Korean Airline business class would probably be my pick when it comes to SkyTeam, though that isn’t saying much since this is generally thought to be the weakest airline. Then again, I also did enjoy KLM business class; and I’ve heard the Air France’s business class (at least, the newer version of it) is excellent. Unfortunately, several Chinese airlines are members of SkyTeam, which definitely lower this alliance’s ranking in the competition for best business class in the sky.

Which Airline Has the Cheapest Business Class?

“Mistake” fares and travel hacking aside, the best way to get cheap business class flights is to fly on airlines known for their excellent fares. Broadly speaking, this falls into two sub-categories: Connecting airlines that make their money siphoning off passengers from flights that would otherwise be nonstop; and airlines that are simply second rate.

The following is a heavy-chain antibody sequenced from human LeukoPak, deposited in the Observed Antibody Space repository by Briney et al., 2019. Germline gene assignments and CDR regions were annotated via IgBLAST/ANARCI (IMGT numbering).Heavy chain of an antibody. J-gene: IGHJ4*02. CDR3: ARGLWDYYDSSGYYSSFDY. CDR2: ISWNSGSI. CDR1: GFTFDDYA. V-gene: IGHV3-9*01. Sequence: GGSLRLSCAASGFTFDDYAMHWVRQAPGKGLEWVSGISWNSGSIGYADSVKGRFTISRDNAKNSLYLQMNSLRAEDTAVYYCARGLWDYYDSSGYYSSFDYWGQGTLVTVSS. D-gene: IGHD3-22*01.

If you make a habit of scoring deals on airlines in the first category, you can still fly some of the best airlines for business class. Middle Eastern carriers, whose hubs sit between Europe and Asia and between the US and India, tend to fall into this category most often. Recently, for example, you could fly Singapore Airlines from Ahmedabad to New York-Newark for just $2,500 round-trip, which is a steal if you’re familiar with SQ’s typical pricing.

 

The second option is not as appealing, and usually includes Chinese carriers (with the exception of Hainan and Xiamen, which is supposed to be excellent), Russia’s Aeroflot and other airlines whose names you might not recognize. These carriers might not appear on a list of which airlines have flat beds in business class, and often feature terrible food, spotty safety records and other unsavory features that exemplify the saying RE: getting what you pay for.

 


Colloquially, Momondo is best website for cheap business class flights, though the prices displayed here are sometimes erroneous. Likewise, while Expedia often displays cheaper business class fares than airlines’ actual websites, booking via this site often comes with additional hassles, including supplementary fees for change or cancellation and occasionally, the inability to select seats in advance of departure.

Best Airline Miles Credit Card